FUENTES: Well, I think -- as I said, I think the motivation may have been they're only concerned about Russia, that they didn't see him as a threat to the U.S., that they saw him as possibly with U.S. connections, maybe he's raising money for the group in Dagestan or other support, and the threat was that he would go to Dagestan, get with that group, and maybe attack Russia. I think their whole concern from the beginning has been to protect Russia, and didn't see him because members of these groups have not come to the U.S., ever, in the past couple of decades of this whole battle between Russia and Chechen militants.

So I think that was probably their thinking. We're guessing at this point. We don't know exactly what they knew, and what they were thinking at the time.

BERMAN: We are guessing. But it does seem like a missed opportunity.

Tom Fuentes, CNN law enforcement analyst, thanks so much for being with us this morning.

Let's go back to Zoraida in New York for more of the day's other news.

SAMBOLIN: Good morning, John. It's 38 minutes past the hour. We're following a developing story in northern California where police are investigating the stabbing death of an 8-year-old girl. Leila Fowler was discovered on Saturday by her 12-year-old brother inside their home, in the rural community of Valley Springs. That's about 60 miles southeast of Sacramento.

Investigators say the parents were not home at the time, and police do not have a specific suspect. But they collected fingerprints and DNA from inside the house and say they are looking for a white or Hispanic male, who's considered armed and dangerous.


UNIDENTIFIED MALE: Our searching, you know, extensively into attics and storage sheds. It is a difficult area to search. It's rural, remote. The grass is tall right now.


SAMBOLIN: Police say the DNA evidence that they collected will take about a week to process.

And Leila's mother released a statement saying, quote, "We are devastated. If someone is helping hide him, turn him in. Look at our baby girl. She didn't deserve this. She came from a large family with many siblings.

She loved her daddy more than anything in this world. She would joke that she would only be allowed to date when her daddy was dead. She was so full of life. We want everyone to remember the good in her, and not how she was taken from us."

If you have any information on this case you are urged to call police.

Thirty-nine minutes past the hour here.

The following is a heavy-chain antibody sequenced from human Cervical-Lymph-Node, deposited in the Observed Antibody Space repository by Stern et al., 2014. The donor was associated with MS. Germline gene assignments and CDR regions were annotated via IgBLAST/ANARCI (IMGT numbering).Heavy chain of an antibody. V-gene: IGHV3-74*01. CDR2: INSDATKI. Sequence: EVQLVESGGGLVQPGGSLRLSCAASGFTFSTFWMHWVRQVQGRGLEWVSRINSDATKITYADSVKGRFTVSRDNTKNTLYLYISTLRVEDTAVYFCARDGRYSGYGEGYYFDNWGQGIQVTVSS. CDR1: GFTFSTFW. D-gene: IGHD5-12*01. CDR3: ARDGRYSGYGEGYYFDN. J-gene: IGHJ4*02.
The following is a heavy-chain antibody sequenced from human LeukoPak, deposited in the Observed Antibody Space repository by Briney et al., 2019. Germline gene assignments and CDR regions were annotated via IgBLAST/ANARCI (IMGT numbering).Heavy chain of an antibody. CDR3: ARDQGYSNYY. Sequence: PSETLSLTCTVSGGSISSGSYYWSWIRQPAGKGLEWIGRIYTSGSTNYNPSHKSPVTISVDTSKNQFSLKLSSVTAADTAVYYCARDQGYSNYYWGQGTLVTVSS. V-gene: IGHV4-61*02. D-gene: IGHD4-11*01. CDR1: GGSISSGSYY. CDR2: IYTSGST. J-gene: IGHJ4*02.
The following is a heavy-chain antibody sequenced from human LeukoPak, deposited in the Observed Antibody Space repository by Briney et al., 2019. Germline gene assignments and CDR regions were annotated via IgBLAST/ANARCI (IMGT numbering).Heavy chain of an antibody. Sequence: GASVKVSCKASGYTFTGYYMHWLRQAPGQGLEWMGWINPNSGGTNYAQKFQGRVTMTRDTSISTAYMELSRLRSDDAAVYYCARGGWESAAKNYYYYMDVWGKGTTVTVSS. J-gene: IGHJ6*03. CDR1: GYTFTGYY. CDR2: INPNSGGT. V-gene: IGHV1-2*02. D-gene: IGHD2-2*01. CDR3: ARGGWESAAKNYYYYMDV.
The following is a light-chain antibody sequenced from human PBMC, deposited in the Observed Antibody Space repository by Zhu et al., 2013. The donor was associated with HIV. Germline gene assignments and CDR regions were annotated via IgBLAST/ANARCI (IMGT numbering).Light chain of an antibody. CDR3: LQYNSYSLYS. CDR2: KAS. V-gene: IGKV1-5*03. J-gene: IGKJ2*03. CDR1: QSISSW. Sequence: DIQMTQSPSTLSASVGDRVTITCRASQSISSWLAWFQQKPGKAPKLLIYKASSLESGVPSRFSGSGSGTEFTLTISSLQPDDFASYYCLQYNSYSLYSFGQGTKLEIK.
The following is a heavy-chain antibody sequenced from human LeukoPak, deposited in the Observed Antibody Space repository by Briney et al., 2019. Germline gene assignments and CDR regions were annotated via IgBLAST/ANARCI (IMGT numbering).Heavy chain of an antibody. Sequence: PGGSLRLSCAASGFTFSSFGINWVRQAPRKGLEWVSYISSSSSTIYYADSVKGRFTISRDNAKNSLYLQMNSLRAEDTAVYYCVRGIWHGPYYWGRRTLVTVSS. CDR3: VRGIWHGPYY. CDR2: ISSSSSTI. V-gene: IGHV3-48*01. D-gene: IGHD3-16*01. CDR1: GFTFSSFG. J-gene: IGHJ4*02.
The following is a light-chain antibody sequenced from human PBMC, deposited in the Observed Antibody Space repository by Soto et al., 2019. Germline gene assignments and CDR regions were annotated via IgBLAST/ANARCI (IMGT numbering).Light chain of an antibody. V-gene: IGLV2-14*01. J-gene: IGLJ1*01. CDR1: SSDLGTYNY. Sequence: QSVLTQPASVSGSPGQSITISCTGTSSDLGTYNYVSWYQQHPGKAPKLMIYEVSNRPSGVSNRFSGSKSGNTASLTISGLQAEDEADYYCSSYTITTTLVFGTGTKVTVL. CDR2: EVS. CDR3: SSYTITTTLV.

And new this morning, a sign of hope for people in New York City and across the nation. Today at noon, construction crews will raise the spire to the top of Freedom Tower in Lower Manhattan. And once it is installed, One World Trade center will stand 1,776 feet, making it the tallest building in the western hemisphere, and the third tallest in the world.

And still ahead a new legal drama concerning Michael Jackson's death about to unfold in a Los Angeles courtroom. We're going to take you there live coming up next.


SAMBOLIN: Welcome back. Forty-three minutes past the hour. Christine Romans joining us with a look at what is ahead on "STARTING POINT."

ROMANS: Good morning again this morning.

Zoraida, the surviving Boston bombing suspect sits in a 10x10 foot cell. Investigators are looking at the life of his late brother Tamerlan. U.S. and Russian officials working together to figure out what he was doing in Russia in 2011 and how an overnight raid there could be connected.

Former CIA officer Gary Berntsen weighs in on that. Then, it's six months to the day superstorm Sandy slammed into the East Coast. How are people recovering?

We're going to talk with Congressman Michael Grimm from Staten Island. And we're also going to speak with a woman who lost her family and her home in that storm.

And the president shows off his sense of humor, taking shots at himself, the media and Republicans at the White House Correspondents' Dinner. Don Baer who served under President Clinton and attended this big event joins us live -- Zoraida.

SAMBOLIN: All right. Thank you very much, Christine.

Forty-four minutes past the hour.